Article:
Tigrayans are facing hunger and persecution as the Ethiopian civil war escalates. By Miriam Mannak.
As the war in Tigray enters its tenth month, the already catastrophic humanitarian situation for Tigrayan civilians is worsening by the day. Caught between at least five warring factions, civilians are facing attacks from militias in the neighbouring regions of Amhara and Afar, as well as air-strikes and incursions by both Ethiopian and Eritrean troops.
Ethiopian prime minister Abiy Ahmed sent state troops into the country’s northern Tigray region in November 2020 in retaliation to attacks by the Tigray People’s Liberation Front (TPLF) on military bases and other strategic points.
He pledged that the operation would take two weeks tops, stressing an armed response was necessary to prevent a full-fledged civil war that could destabilise the entire region. ‘Our defence forces have been ordered to carry out their mission to save the country,' Ahmed said in a television broadcast.
‘The final point of the red line has been crossed. Force is being used as the last measure to save the people and the country.’
Ten months later, and the conflict is quickly escalating, following several high-profile attacks on civilians by soldiers from Eritrea and militias from Tigray’s neighbouring Amhara and Afar regions.
In July, the local authorities in Tigray’s southern neighbour, Amhara, urged citizens to take up arms against the Tigrayans, following the capture of an Amhara town by Tigray fighters.
‘I call on all young people, militia, non-militia in the region, armed with any government weapon, armed with personal weapons to join the anti-TPLF war mission,’ said its regional president Agegnehu Teshager. His call to arms was echoed by Teshager’s counterpart in the Afar region.
As anti-Tigrayan sentiment escalates, there have been reports of Tigrayan civilians being attacked in both regions, as well as the capital Addis Ababa, and neighbouring Eritrea.
Unconfirmed reports have already emerged of bodies floating down the Tekeze River, allegedly Tigrayan civilians killed by Amhara militias, while Tigrayans across Ethiopia have complained of discrimination, looting and beatings at the hands of other ethnic groups and authorities alike in recent weeks.
As the situation deteriorates for ethnic Tigrayans in the rest of Ethiopia, millions of men, women, and children in Tigray itself are thought to have witnessed and experienced systematic sexual violence, extrajudicial killings, mass rape, massacres, torture, and other crimes against humanity since the conflict began last November.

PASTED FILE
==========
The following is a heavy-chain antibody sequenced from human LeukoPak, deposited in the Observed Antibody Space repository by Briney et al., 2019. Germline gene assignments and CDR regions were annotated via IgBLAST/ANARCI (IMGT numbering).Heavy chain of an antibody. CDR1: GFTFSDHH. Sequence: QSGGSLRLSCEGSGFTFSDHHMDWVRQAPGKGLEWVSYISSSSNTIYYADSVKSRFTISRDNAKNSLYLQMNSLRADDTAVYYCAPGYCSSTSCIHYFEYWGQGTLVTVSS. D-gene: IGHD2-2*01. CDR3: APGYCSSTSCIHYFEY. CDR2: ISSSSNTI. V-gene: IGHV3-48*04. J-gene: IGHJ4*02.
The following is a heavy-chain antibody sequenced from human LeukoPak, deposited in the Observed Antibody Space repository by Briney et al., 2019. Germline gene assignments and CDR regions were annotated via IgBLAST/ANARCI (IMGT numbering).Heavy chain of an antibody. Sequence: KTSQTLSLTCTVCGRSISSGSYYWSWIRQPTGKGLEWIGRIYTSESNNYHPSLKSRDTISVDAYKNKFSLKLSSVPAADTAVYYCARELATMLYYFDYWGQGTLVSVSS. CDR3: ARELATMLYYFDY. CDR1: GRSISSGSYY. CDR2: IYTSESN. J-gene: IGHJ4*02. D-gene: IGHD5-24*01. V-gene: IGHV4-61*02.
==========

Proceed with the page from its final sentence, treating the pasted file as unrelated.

Aid agencies and human rights organisations are extremely worried about the situation, which shows no sign of easing up. ‘We call on all parties to prevent further massacres and war crimes, including by ensuring no reprisal attacks are carried out by their troops or militias allied to them,’ Sarah Jackson, Amnesty International’s Deputy Regional Director for East Africa, the Horn, and the Great Lakes, has urged.
‘All parties must ensure unfettered access to humanitarian aid for all civilians, and work to restore full access to communication as there is no access to the internet, print or broadcast media at the moment.’
The ongoing hostilities have shattered the region’s agricultural infrastructure.
‘Many farmers have been stripped of productive assets like seeds, animals, or tools due to looting, or saw their sources of credit disappear and seed markets disappear,’ said Rein Paulsen, director of emergencies and resilience at the Food and Agriculture Organization of the United Nations (FAO). ‘As a result, local food production has been brought to a virtual standstill.’
Seven million men, women and children – 70 per cent of Tigray’s population – rely on food aid to survive. Of them, 400,000 are facing famine, according to the international NGO Action Against Hunger. Its regional director for the Horn and East Africa, Hajir Maalim, urged all parties involved in the conflict ‘to uphold International humanitarian law to allow unimpeded humanitarian access so that aid can reach communities in desperate need’.
He added: ‘We call on the global community to dramatically scale up its funding for emergency food assistance, nutrition treatment, and livelihoods support. Famine is always man-made, and its solutions must be, too. We must step up and act now before more lives are lost to hunger and conflict in Tigray and the border areas.’